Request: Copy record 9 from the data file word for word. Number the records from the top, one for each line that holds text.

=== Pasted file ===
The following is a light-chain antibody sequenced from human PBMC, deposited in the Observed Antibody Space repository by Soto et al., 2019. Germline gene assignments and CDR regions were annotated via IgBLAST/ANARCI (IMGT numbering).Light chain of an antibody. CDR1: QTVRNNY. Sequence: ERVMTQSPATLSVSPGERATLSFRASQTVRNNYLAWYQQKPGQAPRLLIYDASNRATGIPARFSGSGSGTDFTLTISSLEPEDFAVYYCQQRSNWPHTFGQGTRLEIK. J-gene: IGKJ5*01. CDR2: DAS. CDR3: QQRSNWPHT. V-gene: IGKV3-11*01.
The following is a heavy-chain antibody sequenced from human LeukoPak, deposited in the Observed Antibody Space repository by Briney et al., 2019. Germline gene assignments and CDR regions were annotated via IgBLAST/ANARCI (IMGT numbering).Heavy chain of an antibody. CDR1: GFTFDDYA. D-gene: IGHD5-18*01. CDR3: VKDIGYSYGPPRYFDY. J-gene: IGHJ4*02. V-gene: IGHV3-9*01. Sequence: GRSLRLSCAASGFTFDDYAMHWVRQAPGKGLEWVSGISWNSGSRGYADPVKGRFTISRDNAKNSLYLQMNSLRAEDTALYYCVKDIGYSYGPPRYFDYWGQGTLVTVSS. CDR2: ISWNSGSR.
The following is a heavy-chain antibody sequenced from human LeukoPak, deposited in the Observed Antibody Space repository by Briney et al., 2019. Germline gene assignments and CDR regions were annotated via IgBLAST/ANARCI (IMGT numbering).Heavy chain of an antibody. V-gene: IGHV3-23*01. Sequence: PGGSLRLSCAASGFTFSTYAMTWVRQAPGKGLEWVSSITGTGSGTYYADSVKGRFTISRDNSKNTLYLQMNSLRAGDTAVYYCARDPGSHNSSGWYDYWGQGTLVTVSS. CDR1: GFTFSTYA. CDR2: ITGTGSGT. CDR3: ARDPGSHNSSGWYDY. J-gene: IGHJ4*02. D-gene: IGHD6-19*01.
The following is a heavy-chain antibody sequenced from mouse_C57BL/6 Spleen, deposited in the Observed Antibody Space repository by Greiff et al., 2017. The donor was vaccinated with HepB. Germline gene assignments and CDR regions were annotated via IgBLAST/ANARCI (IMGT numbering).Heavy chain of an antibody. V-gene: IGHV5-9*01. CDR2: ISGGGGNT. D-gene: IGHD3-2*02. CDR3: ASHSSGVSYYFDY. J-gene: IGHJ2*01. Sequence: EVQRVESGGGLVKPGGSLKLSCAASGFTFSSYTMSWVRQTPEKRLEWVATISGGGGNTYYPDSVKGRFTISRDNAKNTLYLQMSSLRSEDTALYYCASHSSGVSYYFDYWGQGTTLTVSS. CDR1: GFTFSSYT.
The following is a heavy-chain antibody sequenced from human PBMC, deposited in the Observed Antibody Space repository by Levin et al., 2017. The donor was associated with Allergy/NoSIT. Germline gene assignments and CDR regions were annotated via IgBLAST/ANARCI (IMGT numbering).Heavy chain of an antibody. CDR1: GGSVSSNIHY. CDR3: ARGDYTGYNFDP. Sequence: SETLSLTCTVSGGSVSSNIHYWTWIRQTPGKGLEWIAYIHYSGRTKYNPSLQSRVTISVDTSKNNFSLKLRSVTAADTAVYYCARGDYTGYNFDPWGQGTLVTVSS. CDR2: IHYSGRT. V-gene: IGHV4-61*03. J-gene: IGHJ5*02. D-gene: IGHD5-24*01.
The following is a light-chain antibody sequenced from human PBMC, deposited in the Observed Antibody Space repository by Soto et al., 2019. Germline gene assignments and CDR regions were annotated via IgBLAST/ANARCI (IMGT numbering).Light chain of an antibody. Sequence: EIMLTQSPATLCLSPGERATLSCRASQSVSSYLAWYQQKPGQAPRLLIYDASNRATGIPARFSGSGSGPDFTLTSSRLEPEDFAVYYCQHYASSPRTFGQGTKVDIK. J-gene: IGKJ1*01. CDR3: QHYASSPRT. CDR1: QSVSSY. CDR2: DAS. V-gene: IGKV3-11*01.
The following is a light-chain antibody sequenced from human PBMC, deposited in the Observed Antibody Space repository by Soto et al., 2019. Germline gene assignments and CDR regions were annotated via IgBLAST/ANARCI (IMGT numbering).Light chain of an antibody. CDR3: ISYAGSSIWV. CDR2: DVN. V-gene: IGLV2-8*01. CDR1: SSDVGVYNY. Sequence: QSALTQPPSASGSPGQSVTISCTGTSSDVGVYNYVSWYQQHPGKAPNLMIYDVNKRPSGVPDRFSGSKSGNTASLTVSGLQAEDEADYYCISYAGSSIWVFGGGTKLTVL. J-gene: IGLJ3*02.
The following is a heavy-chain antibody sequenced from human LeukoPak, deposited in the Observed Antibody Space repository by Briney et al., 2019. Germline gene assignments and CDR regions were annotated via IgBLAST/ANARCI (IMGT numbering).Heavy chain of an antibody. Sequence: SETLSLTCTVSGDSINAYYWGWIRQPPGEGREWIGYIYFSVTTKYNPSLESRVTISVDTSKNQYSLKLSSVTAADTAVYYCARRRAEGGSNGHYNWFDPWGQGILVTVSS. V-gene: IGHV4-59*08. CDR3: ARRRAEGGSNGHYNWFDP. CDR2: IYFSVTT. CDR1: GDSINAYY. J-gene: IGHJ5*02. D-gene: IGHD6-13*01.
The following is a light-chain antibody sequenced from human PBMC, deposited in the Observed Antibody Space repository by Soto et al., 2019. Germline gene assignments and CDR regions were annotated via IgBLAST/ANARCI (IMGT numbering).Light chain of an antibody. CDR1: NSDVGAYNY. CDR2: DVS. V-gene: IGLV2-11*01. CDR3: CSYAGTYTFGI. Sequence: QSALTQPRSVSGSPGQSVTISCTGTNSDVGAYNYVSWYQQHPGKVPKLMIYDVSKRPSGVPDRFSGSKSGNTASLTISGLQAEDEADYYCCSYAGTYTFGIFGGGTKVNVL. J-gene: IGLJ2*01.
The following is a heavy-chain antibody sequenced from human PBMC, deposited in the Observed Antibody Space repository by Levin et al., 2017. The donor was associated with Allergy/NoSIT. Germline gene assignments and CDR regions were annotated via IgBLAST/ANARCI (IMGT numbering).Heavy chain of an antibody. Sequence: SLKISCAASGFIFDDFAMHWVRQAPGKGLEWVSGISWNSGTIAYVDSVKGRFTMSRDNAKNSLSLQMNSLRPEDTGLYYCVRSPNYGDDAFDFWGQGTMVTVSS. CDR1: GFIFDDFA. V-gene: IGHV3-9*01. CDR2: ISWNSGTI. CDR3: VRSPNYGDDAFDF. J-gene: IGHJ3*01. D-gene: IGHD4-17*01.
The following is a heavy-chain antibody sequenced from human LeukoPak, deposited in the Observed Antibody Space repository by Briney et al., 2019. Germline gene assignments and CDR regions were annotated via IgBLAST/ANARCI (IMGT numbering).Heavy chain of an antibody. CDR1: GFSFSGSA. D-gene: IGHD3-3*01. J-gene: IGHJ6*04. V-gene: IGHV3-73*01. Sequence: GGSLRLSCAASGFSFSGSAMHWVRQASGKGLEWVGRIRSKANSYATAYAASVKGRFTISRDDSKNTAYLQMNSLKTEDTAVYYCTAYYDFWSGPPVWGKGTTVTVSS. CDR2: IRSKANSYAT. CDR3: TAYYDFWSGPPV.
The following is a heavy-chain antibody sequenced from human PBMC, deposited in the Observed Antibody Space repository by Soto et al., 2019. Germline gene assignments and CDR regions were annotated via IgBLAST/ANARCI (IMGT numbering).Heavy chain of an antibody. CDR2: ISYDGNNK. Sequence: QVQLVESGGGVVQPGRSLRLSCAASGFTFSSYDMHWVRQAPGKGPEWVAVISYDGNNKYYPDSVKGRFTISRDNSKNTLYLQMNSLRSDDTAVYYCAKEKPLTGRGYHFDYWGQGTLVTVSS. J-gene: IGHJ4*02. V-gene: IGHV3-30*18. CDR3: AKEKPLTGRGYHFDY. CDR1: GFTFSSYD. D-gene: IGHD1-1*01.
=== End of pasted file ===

The following is a light-chain antibody sequenced from human PBMC, deposited in the Observed Antibody Space repository by Soto et al., 2019. Germline gene assignments and CDR regions were annotated via IgBLAST/ANARCI (IMGT numbering).Light chain of an antibody. CDR1: NSDVGAYNY. CDR2: DVS. V-gene: IGLV2-11*01. CDR3: CSYAGTYTFGI. Sequence: QSALTQPRSVSGSPGQSVTISCTGTNSDVGAYNYVSWYQQHPGKVPKLMIYDVSKRPSGVPDRFSGSKSGNTASLTISGLQAEDEADYYCCSYAGTYTFGIFGGGTKVNVL. J-gene: IGLJ2*01.